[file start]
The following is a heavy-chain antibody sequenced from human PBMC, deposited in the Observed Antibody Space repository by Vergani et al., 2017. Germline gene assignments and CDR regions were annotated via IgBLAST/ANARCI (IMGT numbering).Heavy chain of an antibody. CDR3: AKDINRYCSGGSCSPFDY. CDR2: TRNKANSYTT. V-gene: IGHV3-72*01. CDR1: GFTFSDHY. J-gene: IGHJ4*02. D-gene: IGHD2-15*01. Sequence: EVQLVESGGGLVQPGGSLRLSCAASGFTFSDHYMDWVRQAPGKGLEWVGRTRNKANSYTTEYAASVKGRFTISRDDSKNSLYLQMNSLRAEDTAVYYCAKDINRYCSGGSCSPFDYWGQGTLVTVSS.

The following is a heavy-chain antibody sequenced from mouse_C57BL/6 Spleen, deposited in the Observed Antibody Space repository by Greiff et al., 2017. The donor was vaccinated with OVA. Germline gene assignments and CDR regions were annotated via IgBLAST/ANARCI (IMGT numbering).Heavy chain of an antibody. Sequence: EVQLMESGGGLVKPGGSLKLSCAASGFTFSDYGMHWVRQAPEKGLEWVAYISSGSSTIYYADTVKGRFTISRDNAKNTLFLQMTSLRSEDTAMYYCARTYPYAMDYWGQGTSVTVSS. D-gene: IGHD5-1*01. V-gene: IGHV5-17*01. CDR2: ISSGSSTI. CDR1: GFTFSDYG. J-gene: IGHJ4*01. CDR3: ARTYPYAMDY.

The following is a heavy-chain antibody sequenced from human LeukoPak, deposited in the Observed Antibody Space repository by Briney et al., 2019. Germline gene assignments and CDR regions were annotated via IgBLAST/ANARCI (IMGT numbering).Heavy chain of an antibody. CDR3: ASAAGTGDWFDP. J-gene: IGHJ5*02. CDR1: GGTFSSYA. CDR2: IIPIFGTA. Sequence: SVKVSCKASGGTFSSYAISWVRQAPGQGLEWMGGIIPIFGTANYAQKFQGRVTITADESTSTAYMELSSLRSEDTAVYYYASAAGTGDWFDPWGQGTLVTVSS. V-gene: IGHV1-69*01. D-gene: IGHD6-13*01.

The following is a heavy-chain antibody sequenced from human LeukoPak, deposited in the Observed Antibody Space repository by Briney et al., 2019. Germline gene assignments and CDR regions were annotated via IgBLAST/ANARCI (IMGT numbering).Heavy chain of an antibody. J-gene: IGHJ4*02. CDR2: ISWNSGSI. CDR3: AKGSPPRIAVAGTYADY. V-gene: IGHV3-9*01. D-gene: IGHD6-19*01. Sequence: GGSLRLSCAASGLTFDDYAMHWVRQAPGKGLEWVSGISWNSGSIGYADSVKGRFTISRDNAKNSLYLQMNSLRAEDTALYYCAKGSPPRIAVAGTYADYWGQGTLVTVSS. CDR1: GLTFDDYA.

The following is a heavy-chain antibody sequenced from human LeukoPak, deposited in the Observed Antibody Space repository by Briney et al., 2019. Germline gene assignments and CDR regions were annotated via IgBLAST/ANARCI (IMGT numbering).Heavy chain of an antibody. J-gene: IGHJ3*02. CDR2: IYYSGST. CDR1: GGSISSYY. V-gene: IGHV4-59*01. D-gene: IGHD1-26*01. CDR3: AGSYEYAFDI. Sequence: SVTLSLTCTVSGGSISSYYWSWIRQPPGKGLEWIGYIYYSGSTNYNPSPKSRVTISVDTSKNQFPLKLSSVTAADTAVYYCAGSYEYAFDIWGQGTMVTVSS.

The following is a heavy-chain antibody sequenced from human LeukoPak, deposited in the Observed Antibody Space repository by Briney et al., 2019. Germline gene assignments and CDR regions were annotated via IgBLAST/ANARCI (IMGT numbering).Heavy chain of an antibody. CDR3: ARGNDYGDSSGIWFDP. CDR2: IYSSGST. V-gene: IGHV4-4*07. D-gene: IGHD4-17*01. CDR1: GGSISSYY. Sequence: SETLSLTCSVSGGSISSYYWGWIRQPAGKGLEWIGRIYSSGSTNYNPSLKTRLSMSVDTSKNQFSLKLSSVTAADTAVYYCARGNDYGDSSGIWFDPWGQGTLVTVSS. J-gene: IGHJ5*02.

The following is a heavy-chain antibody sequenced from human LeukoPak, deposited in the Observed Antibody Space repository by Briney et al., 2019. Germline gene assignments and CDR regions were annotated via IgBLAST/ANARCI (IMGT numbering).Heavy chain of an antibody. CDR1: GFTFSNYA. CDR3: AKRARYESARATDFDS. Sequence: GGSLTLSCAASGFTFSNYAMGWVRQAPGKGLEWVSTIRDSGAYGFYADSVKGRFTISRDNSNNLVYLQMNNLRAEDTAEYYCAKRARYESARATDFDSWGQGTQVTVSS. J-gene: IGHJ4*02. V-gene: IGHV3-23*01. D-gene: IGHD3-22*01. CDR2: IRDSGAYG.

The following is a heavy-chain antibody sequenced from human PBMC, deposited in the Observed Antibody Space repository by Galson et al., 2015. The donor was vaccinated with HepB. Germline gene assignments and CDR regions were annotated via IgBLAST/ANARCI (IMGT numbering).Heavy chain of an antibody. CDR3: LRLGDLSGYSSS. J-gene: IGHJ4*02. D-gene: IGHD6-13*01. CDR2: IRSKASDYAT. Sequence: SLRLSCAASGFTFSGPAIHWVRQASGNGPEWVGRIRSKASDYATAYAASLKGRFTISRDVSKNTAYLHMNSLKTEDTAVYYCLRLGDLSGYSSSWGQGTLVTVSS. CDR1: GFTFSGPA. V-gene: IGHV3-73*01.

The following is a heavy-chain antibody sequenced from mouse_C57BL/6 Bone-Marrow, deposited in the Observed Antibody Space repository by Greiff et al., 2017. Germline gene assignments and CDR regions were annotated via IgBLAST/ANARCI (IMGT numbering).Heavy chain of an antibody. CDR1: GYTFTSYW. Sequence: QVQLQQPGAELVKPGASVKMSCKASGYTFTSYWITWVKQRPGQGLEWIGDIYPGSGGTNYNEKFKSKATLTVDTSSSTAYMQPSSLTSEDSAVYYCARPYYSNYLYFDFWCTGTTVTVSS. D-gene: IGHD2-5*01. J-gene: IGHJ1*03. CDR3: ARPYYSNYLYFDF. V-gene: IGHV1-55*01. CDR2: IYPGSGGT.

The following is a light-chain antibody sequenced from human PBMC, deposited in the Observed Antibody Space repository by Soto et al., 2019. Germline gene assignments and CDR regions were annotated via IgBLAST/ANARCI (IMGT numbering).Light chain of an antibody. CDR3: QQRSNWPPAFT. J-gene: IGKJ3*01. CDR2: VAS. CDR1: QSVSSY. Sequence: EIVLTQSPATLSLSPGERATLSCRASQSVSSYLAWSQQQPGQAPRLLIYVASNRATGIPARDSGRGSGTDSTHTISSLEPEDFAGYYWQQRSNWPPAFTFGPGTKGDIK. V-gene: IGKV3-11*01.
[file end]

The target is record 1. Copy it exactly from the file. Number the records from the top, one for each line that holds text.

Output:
The following is a heavy-chain antibody sequenced from human PBMC, deposited in the Observed Antibody Space repository by Vergani et al., 2017. Germline gene assignments and CDR regions were annotated via IgBLAST/ANARCI (IMGT numbering).Heavy chain of an antibody. CDR3: AKDINRYCSGGSCSPFDY. CDR2: TRNKANSYTT. V-gene: IGHV3-72*01. CDR1: GFTFSDHY. J-gene: IGHJ4*02. D-gene: IGHD2-15*01. Sequence: EVQLVESGGGLVQPGGSLRLSCAASGFTFSDHYMDWVRQAPGKGLEWVGRTRNKANSYTTEYAASVKGRFTISRDDSKNSLYLQMNSLRAEDTAVYYCAKDINRYCSGGSCSPFDYWGQGTLVTVSS.